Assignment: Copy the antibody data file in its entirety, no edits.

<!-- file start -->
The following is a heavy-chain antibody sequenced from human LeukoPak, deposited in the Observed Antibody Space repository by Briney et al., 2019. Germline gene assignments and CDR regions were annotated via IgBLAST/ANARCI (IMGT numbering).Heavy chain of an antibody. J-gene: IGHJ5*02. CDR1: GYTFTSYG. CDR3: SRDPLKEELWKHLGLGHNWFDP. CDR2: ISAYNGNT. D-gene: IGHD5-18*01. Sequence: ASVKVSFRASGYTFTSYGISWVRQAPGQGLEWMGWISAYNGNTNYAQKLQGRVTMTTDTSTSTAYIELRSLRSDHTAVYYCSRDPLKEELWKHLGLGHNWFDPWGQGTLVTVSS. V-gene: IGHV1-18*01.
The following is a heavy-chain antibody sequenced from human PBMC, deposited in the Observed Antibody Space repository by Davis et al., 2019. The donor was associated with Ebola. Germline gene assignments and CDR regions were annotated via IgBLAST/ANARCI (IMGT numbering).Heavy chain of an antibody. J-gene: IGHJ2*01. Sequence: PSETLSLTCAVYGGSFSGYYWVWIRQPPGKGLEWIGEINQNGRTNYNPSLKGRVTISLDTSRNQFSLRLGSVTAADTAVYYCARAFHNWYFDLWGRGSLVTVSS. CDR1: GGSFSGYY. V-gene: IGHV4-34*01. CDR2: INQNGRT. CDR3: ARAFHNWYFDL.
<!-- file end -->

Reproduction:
The following is a heavy-chain antibody sequenced from human LeukoPak, deposited in the Observed Antibody Space repository by Briney et al., 2019. Germline gene assignments and CDR regions were annotated via IgBLAST/ANARCI (IMGT numbering).Heavy chain of an antibody. J-gene: IGHJ5*02. CDR1: GYTFTSYG. CDR3: SRDPLKEELWKHLGLGHNWFDP. CDR2: ISAYNGNT. D-gene: IGHD5-18*01. Sequence: ASVKVSFRASGYTFTSYGISWVRQAPGQGLEWMGWISAYNGNTNYAQKLQGRVTMTTDTSTSTAYIELRSLRSDHTAVYYCSRDPLKEELWKHLGLGHNWFDPWGQGTLVTVSS. V-gene: IGHV1-18*01.
The following is a heavy-chain antibody sequenced from human PBMC, deposited in the Observed Antibody Space repository by Davis et al., 2019. The donor was associated with Ebola. Germline gene assignments and CDR regions were annotated via IgBLAST/ANARCI (IMGT numbering).Heavy chain of an antibody. J-gene: IGHJ2*01. Sequence: PSETLSLTCAVYGGSFSGYYWVWIRQPPGKGLEWIGEINQNGRTNYNPSLKGRVTISLDTSRNQFSLRLGSVTAADTAVYYCARAFHNWYFDLWGRGSLVTVSS. CDR1: GGSFSGYY. V-gene: IGHV4-34*01. CDR2: INQNGRT. CDR3: ARAFHNWYFDL.